From social distancing to masks and desk barriers, here's what your child can expect as they return to campus:
When Sarasota County School students return to school Monday, it will be unlike any first day they’ve ever experienced.
Parents won’t be able to walk their children to their classrooms. Desks will be spaced out or have plastic barriers. Rooms will be stocked with sanitizer and cleaning supplies, and everyone will wear a mask.
Although these factors have caused contention around the decision to return to brick-and-mortar schooling, a majority of Sarasota’s public school students elected to return to the classroom.
Approximately 25,000, or 70% of public school students, will return in-person, while 10,160, or 28%, will partake in the remote learning option. One percent of students, or 440, will participate in full-time Florida virtual schooling, while 479, or 1%, will home school.
Laura Kingsley, chief academic officer and assistant superintendent, said no matter what choice parents and students made, the district will continue to deliver a quality education.
“Our district staff has worked without ceasing for six months to get the very best to you,” Kingsley said. “We promise to continue to work through every challenge and problem-solve to make this extraordinary time in our history as manageable as possible.”
Here’s what students can expect come Monday:
Classrooms and instruction:
Desks have been separated as much as possible, and see-through barriers have been added to many of them to allow teachers to safely collaborate with students.
Remote learners may be part of a class filled completely with other remote learners and will log on and follow their online teacher. Others will be part of concurrent learning, where they will engage with in-school classrooms.
Classrooms are equipped with cameras and microphones that allow teachers to direct remote learners to views of themselves teaching or an active panel, which will display what in-class students see on a SMART Board.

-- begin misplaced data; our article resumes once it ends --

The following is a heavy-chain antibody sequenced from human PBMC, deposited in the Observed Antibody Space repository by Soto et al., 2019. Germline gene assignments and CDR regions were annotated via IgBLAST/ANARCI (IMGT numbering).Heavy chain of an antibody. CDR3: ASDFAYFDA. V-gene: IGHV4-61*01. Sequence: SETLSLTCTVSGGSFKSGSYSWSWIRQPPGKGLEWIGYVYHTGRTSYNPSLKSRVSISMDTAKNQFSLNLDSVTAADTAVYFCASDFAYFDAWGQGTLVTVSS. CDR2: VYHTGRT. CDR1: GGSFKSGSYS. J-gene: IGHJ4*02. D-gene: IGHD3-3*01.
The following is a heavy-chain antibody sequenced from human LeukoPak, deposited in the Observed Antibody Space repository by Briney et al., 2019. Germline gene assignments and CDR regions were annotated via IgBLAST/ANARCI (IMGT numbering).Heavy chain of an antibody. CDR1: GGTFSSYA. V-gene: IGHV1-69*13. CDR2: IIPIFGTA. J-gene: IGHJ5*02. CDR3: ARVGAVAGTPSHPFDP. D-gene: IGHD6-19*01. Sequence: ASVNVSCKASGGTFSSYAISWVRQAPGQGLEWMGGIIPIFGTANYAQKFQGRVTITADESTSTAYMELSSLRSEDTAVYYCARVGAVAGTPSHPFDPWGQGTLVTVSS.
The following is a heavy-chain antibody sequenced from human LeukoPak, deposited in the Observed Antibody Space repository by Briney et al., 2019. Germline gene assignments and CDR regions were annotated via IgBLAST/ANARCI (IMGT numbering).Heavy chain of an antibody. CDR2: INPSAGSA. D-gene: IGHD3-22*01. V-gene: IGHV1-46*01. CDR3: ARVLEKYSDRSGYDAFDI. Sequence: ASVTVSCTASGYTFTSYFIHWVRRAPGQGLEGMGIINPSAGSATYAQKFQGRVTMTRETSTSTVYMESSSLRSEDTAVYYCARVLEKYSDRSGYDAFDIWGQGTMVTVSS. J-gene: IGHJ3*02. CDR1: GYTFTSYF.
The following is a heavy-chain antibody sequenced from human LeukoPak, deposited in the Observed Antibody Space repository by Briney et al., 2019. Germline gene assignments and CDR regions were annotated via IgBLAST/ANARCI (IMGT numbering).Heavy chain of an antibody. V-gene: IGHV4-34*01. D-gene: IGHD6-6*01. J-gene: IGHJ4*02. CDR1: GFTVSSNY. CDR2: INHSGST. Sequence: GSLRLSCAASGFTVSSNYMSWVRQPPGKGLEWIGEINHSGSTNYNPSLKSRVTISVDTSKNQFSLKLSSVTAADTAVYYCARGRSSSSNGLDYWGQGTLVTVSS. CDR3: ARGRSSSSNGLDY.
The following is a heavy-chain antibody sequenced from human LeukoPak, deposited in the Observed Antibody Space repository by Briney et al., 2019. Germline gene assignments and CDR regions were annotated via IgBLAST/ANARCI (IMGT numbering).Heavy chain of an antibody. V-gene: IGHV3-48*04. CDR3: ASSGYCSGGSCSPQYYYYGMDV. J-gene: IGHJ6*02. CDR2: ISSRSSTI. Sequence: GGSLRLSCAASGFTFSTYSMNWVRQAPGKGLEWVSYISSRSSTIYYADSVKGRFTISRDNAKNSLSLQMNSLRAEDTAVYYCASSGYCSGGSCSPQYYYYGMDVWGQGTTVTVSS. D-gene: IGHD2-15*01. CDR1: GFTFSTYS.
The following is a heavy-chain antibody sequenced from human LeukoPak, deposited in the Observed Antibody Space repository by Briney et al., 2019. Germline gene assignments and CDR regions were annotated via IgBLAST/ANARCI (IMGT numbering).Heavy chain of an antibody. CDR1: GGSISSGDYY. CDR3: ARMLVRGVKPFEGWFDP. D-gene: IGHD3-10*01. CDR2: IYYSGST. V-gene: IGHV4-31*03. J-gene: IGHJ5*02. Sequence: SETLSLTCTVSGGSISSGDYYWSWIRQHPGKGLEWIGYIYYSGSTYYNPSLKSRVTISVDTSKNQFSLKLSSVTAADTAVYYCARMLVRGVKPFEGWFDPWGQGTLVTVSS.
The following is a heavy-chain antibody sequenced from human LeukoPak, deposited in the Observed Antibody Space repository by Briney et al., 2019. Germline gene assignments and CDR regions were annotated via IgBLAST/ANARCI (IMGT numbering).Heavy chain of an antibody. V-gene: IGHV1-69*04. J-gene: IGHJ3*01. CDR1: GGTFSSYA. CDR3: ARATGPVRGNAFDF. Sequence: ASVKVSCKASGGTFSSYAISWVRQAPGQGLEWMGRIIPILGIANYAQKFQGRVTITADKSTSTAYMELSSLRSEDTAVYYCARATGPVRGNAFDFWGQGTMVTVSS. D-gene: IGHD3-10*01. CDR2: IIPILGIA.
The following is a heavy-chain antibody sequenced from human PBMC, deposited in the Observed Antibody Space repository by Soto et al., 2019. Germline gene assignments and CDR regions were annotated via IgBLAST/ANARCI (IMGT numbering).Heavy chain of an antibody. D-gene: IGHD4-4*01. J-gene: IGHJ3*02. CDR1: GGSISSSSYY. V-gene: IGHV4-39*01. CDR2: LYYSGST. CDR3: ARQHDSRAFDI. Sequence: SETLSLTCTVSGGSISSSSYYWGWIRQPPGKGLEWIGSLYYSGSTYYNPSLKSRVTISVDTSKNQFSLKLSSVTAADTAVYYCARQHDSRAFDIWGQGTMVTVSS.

Parents of remote learners are asked to ensure a comfortable learning environment for their child that is interruption-free. If they notice their child is not responding to remote learning, Kingsley said parents should consider sending their child back to campus.
“Flexibility is the key for so much of what we’re about to go through, and if teachers and parents find their child is unsuccessful in a remote learning environment, we absolutely want to transition back to face-to-face learning,” she said.
The district also will be able to quickly transition back to remote learning options, should the need arise.
Personal protective equipment and masks:
The Sarasota County School board passed a policy requiring all people on district campuses to wear a face mask. They must fit snugly over a person’s mouth and nose and be made of nonporous material.
“A mask may be the difference between exclusion and being able to continue with your daily routine,” Health Services Supervisor Suzie Dubose said. “If you are wearing a mask and maintaining social distancing, then you are at lower risk of transmission than a person who is not wearing a face covering.”
In addition to face coverings, face shields and gloves are available to staff. Hand sanitizer and disinfectant is provided for each space, though hand washing is the primary way students and staff should keep clean.